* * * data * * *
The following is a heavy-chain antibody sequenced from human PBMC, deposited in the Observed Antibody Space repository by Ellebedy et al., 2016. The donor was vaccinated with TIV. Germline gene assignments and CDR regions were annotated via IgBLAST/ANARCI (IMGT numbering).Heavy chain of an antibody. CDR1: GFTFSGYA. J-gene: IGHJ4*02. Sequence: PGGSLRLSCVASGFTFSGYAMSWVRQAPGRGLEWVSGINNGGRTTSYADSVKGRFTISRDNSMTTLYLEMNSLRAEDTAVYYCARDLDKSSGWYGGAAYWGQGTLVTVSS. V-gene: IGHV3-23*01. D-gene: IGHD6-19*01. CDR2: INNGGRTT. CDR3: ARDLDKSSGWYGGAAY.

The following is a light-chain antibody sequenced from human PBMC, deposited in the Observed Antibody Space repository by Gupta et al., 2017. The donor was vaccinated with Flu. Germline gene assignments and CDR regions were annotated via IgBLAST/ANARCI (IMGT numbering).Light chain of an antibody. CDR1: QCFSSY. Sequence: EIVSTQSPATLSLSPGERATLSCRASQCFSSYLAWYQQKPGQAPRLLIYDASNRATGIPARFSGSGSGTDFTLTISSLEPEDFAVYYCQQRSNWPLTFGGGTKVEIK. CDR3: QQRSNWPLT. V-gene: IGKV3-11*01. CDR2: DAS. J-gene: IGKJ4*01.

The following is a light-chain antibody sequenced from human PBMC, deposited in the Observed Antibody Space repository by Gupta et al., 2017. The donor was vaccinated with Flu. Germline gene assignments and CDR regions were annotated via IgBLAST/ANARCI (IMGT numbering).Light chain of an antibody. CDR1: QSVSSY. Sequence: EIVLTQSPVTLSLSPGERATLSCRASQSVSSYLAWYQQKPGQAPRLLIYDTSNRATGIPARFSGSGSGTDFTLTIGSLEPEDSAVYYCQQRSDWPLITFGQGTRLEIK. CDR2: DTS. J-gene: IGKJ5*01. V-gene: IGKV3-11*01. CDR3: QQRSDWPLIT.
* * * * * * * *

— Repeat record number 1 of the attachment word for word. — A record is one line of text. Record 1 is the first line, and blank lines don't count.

The following is a heavy-chain antibody sequenced from human PBMC, deposited in the Observed Antibody Space repository by Ellebedy et al., 2016. The donor was vaccinated with TIV. Germline gene assignments and CDR regions were annotated via IgBLAST/ANARCI (IMGT numbering).Heavy chain of an antibody. CDR1: GFTFSGYA. J-gene: IGHJ4*02. Sequence: PGGSLRLSCVASGFTFSGYAMSWVRQAPGRGLEWVSGINNGGRTTSYADSVKGRFTISRDNSMTTLYLEMNSLRAEDTAVYYCARDLDKSSGWYGGAAYWGQGTLVTVSS. V-gene: IGHV3-23*01. D-gene: IGHD6-19*01. CDR2: INNGGRTT. CDR3: ARDLDKSSGWYGGAAY.